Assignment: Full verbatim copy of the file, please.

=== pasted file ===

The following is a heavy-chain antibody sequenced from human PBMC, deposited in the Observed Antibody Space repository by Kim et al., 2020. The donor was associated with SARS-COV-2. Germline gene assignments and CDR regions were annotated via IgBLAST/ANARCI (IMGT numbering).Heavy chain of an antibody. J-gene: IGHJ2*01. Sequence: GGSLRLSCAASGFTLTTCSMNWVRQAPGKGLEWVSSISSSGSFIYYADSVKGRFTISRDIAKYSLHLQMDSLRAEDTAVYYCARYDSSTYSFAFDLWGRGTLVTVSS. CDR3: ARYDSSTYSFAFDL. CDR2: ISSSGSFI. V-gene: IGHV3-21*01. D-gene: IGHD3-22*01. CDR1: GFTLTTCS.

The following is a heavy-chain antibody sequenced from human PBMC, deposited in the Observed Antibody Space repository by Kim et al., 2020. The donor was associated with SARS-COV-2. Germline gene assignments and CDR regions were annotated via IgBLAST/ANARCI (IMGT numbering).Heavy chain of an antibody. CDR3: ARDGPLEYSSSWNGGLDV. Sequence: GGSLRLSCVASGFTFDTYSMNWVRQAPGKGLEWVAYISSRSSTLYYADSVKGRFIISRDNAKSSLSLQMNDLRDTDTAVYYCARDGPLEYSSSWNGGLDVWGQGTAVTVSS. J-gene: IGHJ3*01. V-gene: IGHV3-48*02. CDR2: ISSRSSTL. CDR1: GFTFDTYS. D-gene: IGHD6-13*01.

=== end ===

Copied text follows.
The following is a heavy-chain antibody sequenced from human PBMC, deposited in the Observed Antibody Space repository by Kim et al., 2020. The donor was associated with SARS-COV-2. Germline gene assignments and CDR regions were annotated via IgBLAST/ANARCI (IMGT numbering).Heavy chain of an antibody. J-gene: IGHJ2*01. Sequence: GGSLRLSCAASGFTLTTCSMNWVRQAPGKGLEWVSSISSSGSFIYYADSVKGRFTISRDIAKYSLHLQMDSLRAEDTAVYYCARYDSSTYSFAFDLWGRGTLVTVSS. CDR3: ARYDSSTYSFAFDL. CDR2: ISSSGSFI. V-gene: IGHV3-21*01. D-gene: IGHD3-22*01. CDR1: GFTLTTCS.

The following is a heavy-chain antibody sequenced from human PBMC, deposited in the Observed Antibody Space repository by Kim et al., 2020. The donor was associated with SARS-COV-2. Germline gene assignments and CDR regions were annotated via IgBLAST/ANARCI (IMGT numbering).Heavy chain of an antibody. CDR3: ARDGPLEYSSSWNGGLDV. Sequence: GGSLRLSCVASGFTFDTYSMNWVRQAPGKGLEWVAYISSRSSTLYYADSVKGRFIISRDNAKSSLSLQMNDLRDTDTAVYYCARDGPLEYSSSWNGGLDVWGQGTAVTVSS. J-gene: IGHJ3*01. V-gene: IGHV3-48*02. CDR2: ISSRSSTL. CDR1: GFTFDTYS. D-gene: IGHD6-13*01.